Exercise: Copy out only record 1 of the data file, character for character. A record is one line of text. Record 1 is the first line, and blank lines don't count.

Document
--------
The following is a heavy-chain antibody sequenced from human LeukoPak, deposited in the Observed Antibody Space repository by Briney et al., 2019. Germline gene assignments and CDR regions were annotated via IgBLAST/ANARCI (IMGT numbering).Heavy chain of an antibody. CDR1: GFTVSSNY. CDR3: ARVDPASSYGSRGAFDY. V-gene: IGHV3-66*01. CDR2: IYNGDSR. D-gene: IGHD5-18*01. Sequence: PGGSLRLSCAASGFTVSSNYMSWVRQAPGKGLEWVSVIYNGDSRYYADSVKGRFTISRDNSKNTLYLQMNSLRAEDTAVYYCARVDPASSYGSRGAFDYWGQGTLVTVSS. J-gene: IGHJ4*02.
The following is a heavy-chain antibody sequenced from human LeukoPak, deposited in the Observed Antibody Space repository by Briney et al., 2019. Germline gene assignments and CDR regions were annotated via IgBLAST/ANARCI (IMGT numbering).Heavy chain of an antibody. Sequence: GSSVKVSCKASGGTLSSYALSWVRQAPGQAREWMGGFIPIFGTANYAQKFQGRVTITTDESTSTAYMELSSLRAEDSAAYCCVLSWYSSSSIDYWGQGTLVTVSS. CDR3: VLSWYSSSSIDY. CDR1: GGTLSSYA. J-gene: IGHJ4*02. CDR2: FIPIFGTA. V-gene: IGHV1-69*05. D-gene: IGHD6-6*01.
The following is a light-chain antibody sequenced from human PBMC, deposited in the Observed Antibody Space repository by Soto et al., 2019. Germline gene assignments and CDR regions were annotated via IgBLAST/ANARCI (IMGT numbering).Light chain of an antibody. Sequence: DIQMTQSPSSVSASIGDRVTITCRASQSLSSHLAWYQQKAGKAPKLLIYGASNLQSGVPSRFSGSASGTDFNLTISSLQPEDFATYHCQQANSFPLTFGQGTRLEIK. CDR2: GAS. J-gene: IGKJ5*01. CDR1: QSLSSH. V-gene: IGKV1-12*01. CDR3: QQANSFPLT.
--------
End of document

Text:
The following is a heavy-chain antibody sequenced from human LeukoPak, deposited in the Observed Antibody Space repository by Briney et al., 2019. Germline gene assignments and CDR regions were annotated via IgBLAST/ANARCI (IMGT numbering).Heavy chain of an antibody. CDR1: GFTVSSNY. CDR3: ARVDPASSYGSRGAFDY. V-gene: IGHV3-66*01. CDR2: IYNGDSR. D-gene: IGHD5-18*01. Sequence: PGGSLRLSCAASGFTVSSNYMSWVRQAPGKGLEWVSVIYNGDSRYYADSVKGRFTISRDNSKNTLYLQMNSLRAEDTAVYYCARVDPASSYGSRGAFDYWGQGTLVTVSS. J-gene: IGHJ4*02.